A man an a woman in an intimate pose in a pool of water in low light

Staging intimacy with consent

Sharon Aschaiek

Issues of sexual harassment and male-female power dynamics are dominating the cultural conversation. How do these matters come into play in the world of theatre, where actors must sometimes navigate intimate scenes?

The University of Toronto Mississauga and Sheridan College are working to ensure students in its Theatre and Drama Studies program can practise their craft in a safe and comfortable way. For its season-opening production of Metamorphoses, UTM’s Theatre Erindale hired an intimacy director to provide guidance on performing in physically intimate scenes in ways that involve respect for personal boundaries. The theatre produced a video on the experience of staging intimacy for the play.

“With some material in this play, we had to take a lot of care in how we approach it,” says David Matheson, coordinator of the Theatre and Drama Studies program and director of Metamorphoses. “It was very important that students learn techniques to deal with the material in a respectful manner.”

Last year, Matheson hired intimacy director Siobhan Richardson, co-founder of the not-for-profit organization Intimacy Directors International and of the resource Canadian Intimacy for Stage and Screen. Back then, she had assisted with a stage production that involved a sexual assault scene. That experience marked the first time a post-secondary school in Canada incorporated this kind of role into a theatre production.

When Richardson joined this year’s production of Metamorphoses, she first led a workshop with the entire company on the essentials of approaching intimate scenes in a sensitive way. She addressed the kind of language to use when discussing such material — they aren’t make-out scenes, but intimacy scenes.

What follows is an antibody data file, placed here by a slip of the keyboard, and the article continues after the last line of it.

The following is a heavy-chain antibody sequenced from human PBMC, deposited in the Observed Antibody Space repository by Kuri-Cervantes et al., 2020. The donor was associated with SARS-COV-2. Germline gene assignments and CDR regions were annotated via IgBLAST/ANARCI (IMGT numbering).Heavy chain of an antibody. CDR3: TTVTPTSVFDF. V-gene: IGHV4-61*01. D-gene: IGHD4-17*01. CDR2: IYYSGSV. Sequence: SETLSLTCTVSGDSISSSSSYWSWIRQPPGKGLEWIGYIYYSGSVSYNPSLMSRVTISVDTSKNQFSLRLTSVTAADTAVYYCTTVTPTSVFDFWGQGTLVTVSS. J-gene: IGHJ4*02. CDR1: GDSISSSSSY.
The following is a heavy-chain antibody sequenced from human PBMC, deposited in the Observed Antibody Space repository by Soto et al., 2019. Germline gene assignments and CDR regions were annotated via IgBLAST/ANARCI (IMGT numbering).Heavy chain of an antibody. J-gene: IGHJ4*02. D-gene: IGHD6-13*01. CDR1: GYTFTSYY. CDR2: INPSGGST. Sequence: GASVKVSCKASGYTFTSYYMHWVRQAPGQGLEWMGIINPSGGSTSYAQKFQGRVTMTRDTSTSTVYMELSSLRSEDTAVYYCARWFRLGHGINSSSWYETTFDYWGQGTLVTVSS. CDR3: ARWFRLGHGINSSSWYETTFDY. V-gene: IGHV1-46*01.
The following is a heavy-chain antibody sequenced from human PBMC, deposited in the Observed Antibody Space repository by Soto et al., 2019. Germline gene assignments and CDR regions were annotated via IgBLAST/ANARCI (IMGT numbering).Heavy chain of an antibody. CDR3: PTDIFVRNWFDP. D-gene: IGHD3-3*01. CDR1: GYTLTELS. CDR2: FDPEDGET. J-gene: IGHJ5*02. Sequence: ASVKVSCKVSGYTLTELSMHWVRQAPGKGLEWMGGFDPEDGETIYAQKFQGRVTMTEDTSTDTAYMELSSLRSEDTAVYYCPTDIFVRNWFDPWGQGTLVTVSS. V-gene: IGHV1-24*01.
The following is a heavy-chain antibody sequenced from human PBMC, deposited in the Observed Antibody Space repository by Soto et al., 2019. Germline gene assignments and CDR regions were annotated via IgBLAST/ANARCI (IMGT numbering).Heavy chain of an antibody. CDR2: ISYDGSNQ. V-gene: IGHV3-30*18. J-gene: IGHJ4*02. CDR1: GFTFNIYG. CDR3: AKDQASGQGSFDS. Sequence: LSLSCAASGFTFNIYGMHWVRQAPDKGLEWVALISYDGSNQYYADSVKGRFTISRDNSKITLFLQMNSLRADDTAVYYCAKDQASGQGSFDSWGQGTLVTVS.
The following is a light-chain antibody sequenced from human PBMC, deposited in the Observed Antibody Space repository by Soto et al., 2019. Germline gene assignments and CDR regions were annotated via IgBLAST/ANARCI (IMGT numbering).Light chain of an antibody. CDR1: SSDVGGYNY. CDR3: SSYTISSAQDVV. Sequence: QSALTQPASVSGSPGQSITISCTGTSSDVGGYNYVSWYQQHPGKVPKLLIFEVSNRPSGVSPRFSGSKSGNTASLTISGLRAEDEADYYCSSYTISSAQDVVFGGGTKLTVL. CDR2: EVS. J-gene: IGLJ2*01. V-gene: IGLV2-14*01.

Richardson also introduced the concept of tagging in and out, where actors can give each other high fives as they enter and exit scenes. The purpose is to allow actors to clearly mark the start and end of intimate scenes and analyze them. This approach was useful to actor Gillian Clare, who is involved in a sexually transgressive scene in the play.

“Because my scene is so intense, it’s important to leave it behind. It allows me to step out of a scene to discuss it and talk about what worked and what didn’t. It separates me the actor from me the person. It’s a safeguard that makes rehearsal more enjoyable,” Clare says.

Richardson also guided the choreography of the intimate scenes by providing opportunities for the actors to indicate which types of movements and touches were acceptable to them. The process involved teaching the actors to acknowledge and clearly communicate their personal boundaries, practice saying no and understand consent.

“We learned how to figure out what we need for safety as actors, and how to talk with scene partners to figure out what works,” Clare says.

“She would say to the actors, ‘Do you feel comfortable touching or being touched here, or there? Let’s be specific about where the hands go, where the feet go, the tempo, the physical way the bodies are connecting, the duration,’” Matheson says. “They learned to have an open conversation with each other about the choreography.”

While endless news stories about sexual misconduct by powerful men have brought the need for intimacy direction to the fore, Matheson says “we needed this 20 years ago,” while Clare says “it was always necessary, we’re just realizing it now.” Matheson plans to include intimacy training in theatre training on a more regular basis. He says creating a psychologically safe rehearsal space is not only an end in itself, but it also helps improve the quality of intimacy scenes.

“Because they know the rules of what they can and can’t do in an intimacy scene, the students can allow themselves to be vulnerable and drop their internalized barriers,” Matheson says. “They don’t have to be inhibited and can fully commit. The rules set them free and let them be more creative.”